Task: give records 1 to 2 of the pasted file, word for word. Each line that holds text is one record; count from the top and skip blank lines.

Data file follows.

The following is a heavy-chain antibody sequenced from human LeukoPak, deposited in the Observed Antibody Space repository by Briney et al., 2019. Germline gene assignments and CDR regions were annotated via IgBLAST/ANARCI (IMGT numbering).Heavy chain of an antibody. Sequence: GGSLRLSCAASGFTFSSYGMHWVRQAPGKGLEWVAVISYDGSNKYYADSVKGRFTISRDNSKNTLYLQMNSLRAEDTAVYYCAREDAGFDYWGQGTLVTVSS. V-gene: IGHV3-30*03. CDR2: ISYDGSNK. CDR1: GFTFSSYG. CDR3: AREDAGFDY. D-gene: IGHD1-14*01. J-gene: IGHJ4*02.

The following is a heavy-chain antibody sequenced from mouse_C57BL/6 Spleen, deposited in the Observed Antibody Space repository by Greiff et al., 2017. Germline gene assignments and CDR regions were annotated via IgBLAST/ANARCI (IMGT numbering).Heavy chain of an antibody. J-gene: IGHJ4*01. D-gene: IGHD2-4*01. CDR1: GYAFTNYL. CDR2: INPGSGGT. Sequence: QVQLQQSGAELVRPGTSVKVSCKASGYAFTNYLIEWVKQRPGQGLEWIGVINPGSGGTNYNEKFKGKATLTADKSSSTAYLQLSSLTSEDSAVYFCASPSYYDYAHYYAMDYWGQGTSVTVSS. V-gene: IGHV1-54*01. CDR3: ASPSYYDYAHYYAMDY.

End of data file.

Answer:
The following is a heavy-chain antibody sequenced from human LeukoPak, deposited in the Observed Antibody Space repository by Briney et al., 2019. Germline gene assignments and CDR regions were annotated via IgBLAST/ANARCI (IMGT numbering).Heavy chain of an antibody. Sequence: GGSLRLSCAASGFTFSSYGMHWVRQAPGKGLEWVAVISYDGSNKYYADSVKGRFTISRDNSKNTLYLQMNSLRAEDTAVYYCAREDAGFDYWGQGTLVTVSS. V-gene: IGHV3-30*03. CDR2: ISYDGSNK. CDR1: GFTFSSYG. CDR3: AREDAGFDY. D-gene: IGHD1-14*01. J-gene: IGHJ4*02.

The following is a heavy-chain antibody sequenced from mouse_C57BL/6 Spleen, deposited in the Observed Antibody Space repository by Greiff et al., 2017. Germline gene assignments and CDR regions were annotated via IgBLAST/ANARCI (IMGT numbering).Heavy chain of an antibody. J-gene: IGHJ4*01. D-gene: IGHD2-4*01. CDR1: GYAFTNYL. CDR2: INPGSGGT. Sequence: QVQLQQSGAELVRPGTSVKVSCKASGYAFTNYLIEWVKQRPGQGLEWIGVINPGSGGTNYNEKFKGKATLTADKSSSTAYLQLSSLTSEDSAVYFCASPSYYDYAHYYAMDYWGQGTSVTVSS. V-gene: IGHV1-54*01. CDR3: ASPSYYDYAHYYAMDY.